October 27, 2016 / 10:17 AM / 9 months ago

Potash Corp sees merger support; profit drops less than expected

3 Min Read

The PotashCorp Cory Mine facility is pictured near Saskatoon, Saskatchewan October 10, 2013.David Stobbe

(Reuters) - Potash Corp of Saskatchewan (POT.TO)(POT.N), the world's biggest fertilizer company by capacity, said early votes by shareholders supported a proposed merger with rival Agrium Inc (AGU.TO) as it posted a smaller-than-expected drop in quarterly profit.

The Canadian company on Thursday also lowered its profit outlook for the year, warning that significant recovery in the potash market would happen only late this year or in early 2017.

Potash Corp in September agreed to combine with Agrium to navigate a severe industry slump by boosting efficiency and cutting costs. Potash prices dropped to decade lows this year due to excessive mining capacity and weak crop prices.

"Support expressed by shareholders has been very encouraging, with early vote results overwhelmingly in favor of the merger," Potash Chief Executive Officer Jochen Tilk said.

Shareholders of each company will meet separately on Nov. 3 to complete voting.

Potash shares rose 1.1 percent to $16.96 in New York and have gained nearly 8 percent in the past 10 days.

"Investors know the macro backdrop is negative for the potash sector and there are very low expectations. From this point, it really is all about the upcoming merger with Agrium," said Michael Underhill, chief investment officer of Capital Innovations LLC.

Capital Innovations will vote its shares in both companies for the merger because it provides scale and diversification to weather a slumping market, Underhill said.

In the third quarter, Potash net income fell to $81 million, or 10 cents per share, from $282 million, or 34 cents, a year earlier. It was the second smallest profit per share in nearly 12 years, according to Thomson Reuters data.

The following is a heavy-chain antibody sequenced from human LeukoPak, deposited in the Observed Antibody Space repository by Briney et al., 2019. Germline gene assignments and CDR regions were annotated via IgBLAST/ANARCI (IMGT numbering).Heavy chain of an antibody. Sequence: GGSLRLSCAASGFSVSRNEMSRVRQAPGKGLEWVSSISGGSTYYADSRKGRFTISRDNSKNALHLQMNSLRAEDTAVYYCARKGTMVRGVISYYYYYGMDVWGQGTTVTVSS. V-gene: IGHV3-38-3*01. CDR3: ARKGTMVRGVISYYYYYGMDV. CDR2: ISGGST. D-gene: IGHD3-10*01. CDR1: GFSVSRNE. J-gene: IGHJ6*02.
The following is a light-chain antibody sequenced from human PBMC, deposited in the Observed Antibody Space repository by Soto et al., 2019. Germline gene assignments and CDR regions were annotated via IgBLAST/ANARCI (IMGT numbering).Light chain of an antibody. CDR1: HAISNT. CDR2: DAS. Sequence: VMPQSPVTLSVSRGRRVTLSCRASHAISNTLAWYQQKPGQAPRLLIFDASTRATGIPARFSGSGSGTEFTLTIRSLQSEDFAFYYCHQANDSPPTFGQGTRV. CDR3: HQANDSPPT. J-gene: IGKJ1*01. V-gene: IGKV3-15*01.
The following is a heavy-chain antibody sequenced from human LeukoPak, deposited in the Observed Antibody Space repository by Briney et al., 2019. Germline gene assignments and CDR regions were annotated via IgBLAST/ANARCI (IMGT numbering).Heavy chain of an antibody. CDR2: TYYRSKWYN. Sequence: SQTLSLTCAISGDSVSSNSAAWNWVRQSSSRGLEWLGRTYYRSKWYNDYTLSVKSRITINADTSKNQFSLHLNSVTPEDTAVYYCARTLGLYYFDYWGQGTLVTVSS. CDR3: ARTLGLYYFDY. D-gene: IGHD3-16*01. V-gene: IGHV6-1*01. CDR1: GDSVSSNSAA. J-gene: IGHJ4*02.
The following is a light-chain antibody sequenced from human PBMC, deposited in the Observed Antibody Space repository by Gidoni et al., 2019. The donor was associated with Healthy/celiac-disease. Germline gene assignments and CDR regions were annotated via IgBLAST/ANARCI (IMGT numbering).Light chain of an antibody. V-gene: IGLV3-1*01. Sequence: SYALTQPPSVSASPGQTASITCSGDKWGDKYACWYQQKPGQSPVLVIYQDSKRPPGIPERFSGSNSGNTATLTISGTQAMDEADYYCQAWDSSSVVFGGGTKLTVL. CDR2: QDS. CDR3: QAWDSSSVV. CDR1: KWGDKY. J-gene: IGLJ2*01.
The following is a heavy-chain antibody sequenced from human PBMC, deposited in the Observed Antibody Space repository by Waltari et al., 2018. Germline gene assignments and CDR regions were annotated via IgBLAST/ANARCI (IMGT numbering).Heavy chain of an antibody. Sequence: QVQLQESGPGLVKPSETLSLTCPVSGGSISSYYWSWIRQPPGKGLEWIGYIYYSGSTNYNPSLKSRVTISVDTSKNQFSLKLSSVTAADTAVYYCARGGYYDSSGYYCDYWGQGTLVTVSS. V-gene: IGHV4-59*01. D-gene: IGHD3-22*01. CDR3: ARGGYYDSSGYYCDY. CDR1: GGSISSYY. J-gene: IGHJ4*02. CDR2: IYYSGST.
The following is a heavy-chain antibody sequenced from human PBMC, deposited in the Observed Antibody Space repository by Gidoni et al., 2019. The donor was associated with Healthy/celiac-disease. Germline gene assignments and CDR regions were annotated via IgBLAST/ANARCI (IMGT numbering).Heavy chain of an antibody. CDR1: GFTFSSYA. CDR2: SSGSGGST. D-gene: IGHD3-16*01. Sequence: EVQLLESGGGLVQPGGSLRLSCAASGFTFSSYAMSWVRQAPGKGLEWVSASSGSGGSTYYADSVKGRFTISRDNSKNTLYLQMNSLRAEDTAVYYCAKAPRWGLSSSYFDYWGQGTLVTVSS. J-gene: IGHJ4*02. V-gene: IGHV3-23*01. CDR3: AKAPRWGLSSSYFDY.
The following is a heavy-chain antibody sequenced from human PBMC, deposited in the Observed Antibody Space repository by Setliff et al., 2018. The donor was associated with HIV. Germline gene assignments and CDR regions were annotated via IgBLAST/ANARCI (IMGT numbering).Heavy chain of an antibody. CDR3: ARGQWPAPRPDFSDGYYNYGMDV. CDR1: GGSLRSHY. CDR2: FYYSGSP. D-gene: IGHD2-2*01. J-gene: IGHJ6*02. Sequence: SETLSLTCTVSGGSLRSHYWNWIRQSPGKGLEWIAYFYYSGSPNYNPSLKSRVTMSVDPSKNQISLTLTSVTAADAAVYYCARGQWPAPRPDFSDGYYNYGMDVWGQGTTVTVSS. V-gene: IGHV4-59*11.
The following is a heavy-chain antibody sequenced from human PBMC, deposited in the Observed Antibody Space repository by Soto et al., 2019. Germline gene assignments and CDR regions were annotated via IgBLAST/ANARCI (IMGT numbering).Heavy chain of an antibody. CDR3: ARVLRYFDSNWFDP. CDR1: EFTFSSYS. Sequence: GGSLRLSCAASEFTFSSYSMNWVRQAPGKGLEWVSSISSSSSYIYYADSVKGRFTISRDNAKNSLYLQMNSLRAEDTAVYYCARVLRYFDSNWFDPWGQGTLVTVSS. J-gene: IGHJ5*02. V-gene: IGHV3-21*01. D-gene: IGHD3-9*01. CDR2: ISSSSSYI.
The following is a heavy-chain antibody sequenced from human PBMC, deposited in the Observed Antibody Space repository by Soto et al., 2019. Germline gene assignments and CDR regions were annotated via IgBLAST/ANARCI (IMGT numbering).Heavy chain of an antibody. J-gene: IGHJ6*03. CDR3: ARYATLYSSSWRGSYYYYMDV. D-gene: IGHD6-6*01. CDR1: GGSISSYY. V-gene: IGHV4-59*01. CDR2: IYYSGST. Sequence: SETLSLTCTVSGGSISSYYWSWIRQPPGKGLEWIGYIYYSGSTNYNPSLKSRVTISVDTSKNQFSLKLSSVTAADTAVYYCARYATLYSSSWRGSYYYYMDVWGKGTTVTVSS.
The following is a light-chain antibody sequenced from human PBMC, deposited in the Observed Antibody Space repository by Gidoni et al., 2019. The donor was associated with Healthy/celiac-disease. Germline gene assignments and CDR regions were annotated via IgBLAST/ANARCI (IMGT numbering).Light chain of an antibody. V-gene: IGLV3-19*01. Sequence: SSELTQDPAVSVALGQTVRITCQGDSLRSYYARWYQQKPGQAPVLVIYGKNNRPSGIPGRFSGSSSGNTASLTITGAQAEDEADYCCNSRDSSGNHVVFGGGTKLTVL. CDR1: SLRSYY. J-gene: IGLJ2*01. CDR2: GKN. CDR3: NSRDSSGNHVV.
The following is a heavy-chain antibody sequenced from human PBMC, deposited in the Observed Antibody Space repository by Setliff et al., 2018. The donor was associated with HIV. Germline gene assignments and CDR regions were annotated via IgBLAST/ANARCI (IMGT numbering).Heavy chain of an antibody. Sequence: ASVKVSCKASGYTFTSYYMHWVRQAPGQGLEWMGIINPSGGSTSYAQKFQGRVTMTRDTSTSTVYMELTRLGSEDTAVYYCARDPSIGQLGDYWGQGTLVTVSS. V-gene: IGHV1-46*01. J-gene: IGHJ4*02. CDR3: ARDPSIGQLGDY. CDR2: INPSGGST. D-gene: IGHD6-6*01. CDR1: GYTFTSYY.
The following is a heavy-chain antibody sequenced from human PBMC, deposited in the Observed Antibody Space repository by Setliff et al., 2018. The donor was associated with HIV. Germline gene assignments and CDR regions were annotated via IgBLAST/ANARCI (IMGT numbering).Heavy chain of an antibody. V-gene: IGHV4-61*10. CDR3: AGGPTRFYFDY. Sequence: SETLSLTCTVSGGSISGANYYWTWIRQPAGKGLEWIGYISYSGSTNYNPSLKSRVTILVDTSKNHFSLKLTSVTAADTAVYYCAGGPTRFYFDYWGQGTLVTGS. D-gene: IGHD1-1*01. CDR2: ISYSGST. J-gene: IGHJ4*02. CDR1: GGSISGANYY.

Sales dropped 26 percent to $1.14 billion, but beat the average analyst estimate of $1.04 billion, according to Thomson Reuters I/B/E/S.

Excluding items, the company earned 11 cents per share, above the 9 cents that analysts expected, on average.

The beat was due to lower-than-expected taxes, and investors may be disappointed with results, given that potash spot prices have recently risen, Citi analyst P.J. Juvekar said in a note.

Potash Corp's average realized price for potash in the quarter was $150 per ton, down from $250 a year earlier.

Potash sales volumes rose 16 percent to a record 2.5 million tonnes, as shipments resumed to Chinese and Indian buyers.

The company cut the upper end of its full-year earnings forecast to 45 cents per share from 55 cents. The company retained the lower end at 40 cents.

Reporting by Ismail Shakil in Bengaluru and Rod Nickel in Winnipeg, Manitoba; Editing by Shounak Dasgupta and Jeffrey Benkoe

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